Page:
His aunt Gwen has always been more understanding, but when Gavin arrives at her cottage on the ancient Pendurra estate, he cannot find her, or any evidence of where she may have gone. While trying to track her down, he finds that Pendurra is a mysterious place both liberating and terrifying. Gavin meets other people who have experienced magic, making it seem as if he has been simply been living in the wrong place, with the wrong people. But Pendurra is also a place where magic is leaking back into the world after being trapped for centuries, and something cruel and dangerous is coming with it.

The marketing copy for Advent promises a “spellbinding return to old-fashioned storytelling”, and for once the blurb writers are not exaggerating. Or at least not very much. Advent is rich with old, wild magic that infuses a classic coming-of-age story entwined with mythology. The writing is wonderful and the settings include an English forest in winter and an ancient mansion that looks like it hasn’t aged in centuries. The characters are mysterious and varied, and many seem to carry the depth and weight of personal histories that would make good stories on their own. Reading it is a bit like wandering through a vault full of treasure chests and only being able to open a few, and Advent reminded me a lot of some of the YA novels I loved as a kid.

As a hurt, withdrawn teenager, Gavin is what first drew me into the story. I identified with his loneliness and insecurity, and sympathised with the way his reality is considered unacceptable by everyone in his life:

His dreams were a whirl of turbid darkness lit by fire, full of prophetic voices clamouring in alien speech. He was fourteen and miserable. The expensive school did its work and he at least knew that Miss Grey should not exist, that she was impossible, that the fact that he kept on seeing her was like an error in a calculation, a tear in the canvas of a painting, a misprint. He understood that if he tried to explain his life to anyone, the only thing they’d be able to think was that there was something seriously wrong with him. But because it had always been there, it was impossible for him to imagine how it was wrong.

Because of the way people treat him, Gavin has “spent most of the last four years desperately wanting to be left alone”. At one point in the novel, he tries to make polite conversation but fails because “he had no practice at it. He’d spent the past couple of years learning to stop conversations, not start them”.

His parents tend to treat him with disappointment, annoyance or anger. “My mum and dad don’t like me much. Especially Dad” Gavin says. His father is a mean, hateful man. He’s not physically abusive, but he’s an asshole. His parents clearly have a troubled marriage, but this is no longer something Gavin worries about: “Once he’d realised they didn’t want to know about his unhappiness, he’d stopped caring much about theirs.”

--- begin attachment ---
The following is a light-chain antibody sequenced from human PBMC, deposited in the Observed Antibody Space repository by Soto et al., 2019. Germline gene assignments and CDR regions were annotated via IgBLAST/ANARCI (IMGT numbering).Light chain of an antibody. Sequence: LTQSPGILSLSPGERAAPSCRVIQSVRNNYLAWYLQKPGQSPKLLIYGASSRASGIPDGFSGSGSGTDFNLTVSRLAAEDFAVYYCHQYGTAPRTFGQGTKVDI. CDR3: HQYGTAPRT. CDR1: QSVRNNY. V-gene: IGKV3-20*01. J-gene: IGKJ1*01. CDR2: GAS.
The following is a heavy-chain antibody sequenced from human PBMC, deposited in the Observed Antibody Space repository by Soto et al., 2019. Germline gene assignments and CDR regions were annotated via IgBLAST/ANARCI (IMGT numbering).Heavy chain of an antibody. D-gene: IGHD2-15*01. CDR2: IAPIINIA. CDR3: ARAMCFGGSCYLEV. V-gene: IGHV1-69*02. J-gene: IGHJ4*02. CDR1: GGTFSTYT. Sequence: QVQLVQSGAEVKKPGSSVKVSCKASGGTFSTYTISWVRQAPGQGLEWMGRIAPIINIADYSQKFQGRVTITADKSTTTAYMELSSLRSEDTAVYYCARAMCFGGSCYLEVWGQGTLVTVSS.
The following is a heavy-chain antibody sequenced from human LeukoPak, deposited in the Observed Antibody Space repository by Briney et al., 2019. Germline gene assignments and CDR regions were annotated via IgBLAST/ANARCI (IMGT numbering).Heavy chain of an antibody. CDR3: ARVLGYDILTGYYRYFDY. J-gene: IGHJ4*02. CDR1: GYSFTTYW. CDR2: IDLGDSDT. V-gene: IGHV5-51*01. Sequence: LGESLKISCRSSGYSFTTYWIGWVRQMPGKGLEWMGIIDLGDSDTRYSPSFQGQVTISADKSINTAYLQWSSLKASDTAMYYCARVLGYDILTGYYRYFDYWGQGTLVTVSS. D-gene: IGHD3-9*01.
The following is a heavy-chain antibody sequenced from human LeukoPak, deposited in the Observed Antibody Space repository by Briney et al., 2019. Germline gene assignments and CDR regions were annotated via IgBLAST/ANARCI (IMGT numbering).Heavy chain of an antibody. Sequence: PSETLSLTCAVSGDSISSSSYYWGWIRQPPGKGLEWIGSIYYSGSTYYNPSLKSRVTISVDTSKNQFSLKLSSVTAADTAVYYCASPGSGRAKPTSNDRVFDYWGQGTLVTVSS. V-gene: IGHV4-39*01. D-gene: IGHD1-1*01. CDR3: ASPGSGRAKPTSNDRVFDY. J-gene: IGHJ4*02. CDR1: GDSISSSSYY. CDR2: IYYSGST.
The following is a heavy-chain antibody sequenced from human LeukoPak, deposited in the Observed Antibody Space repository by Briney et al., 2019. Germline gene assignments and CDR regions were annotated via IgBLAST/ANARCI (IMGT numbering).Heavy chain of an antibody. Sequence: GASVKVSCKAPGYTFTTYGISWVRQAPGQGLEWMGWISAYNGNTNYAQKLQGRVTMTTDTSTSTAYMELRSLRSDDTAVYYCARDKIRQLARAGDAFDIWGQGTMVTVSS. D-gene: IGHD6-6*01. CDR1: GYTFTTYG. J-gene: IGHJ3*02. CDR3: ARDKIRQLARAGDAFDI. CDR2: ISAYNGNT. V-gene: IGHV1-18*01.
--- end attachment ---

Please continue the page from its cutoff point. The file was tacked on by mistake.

For the first half of the novel I kept wanting to give Gavin a hug. It’s comforting to find that things are better for him at Pendurra, especially when he meets Marina, the owner’s 13-year-old daughter. Marina is weirdly innocent and naive. She’s not stupid or completely uneducated, but she seems to know almost nothing about the world outside Pendurra. She often says such odd things that Gavin stops to check if she’s being sarcastic, although I doubt that Marina even knows what sarcasm is. She’s never learned how to be mean, and she’s always straightforward and honest. She has never heard swearwords, and asks Gavin for a definition every time he uses one.

Marina’s innocence makes her the perfect companion for Gavin. She doesn’t treat him with the “contempt, or anxiety, or bewilderment” he’s learned to expect from people. If he tells her something that seems strange or impossible, she is curious even when skeptical, and in fact has her own experiences with magic. Gavin has become so used to guarding his words for fear of being “dismissed, or ignored, or even laughed at” that he’s “lost the power to say what he meant”. But with Marina, he can just be honest; a unique experience for him.

Gavin sometimes finds Marina’s naiveté frustrating, but mostly their budding friendship offers him some solace – he finally knows that he’s not alone, and there’s nothing wrong with him. And Pendurra itself is a life-changing place. The massive house is one of those incredible fictional spaces that you long to visit. It’s centuries old and has never been modernised – there is no electricity and no modern plumbing. It’s structure is all in plain, impressive sight – “great slabs of swelling wood”, “bare patches of grey stone”, “curves of iron”. Nothing is smooth and anonymous; everything is rough and unique. Every door is made of heavy, knotted wood, with every nail visible and slightly different from all the others. It is stunningly, unbelievably old “with that sense of foreignness, forgottenness, that he’d caught as a smell the moment he’d stepped inside; old like the sounds of a dead language”. Gavin emphasises that this is not like some boring museum though – it’s more like another world entirely.

Despite its age, Pendurra is in excellent condition thanks to the magic leaking into the area. The theory of magic in the novel (or at least Faust’s theory) is that it is “the commerce and the interchange” between mankind and God’s “generative spirit”. This is pantheistic rather than religious. Faust deplores monotheistic religion, which sees creation as fallen and corrupt, and views God as nothing but a talented architect. In his view, God is contained within his creation, rather than existing as a separate entity, and some humans have the power to communicate with and manipulate this spirit, although this always comes at a cost. The novel is entitled ‘Advent’ because Advent is about the second-coming; here (I assume) the return of magic is synonymous with the return of God.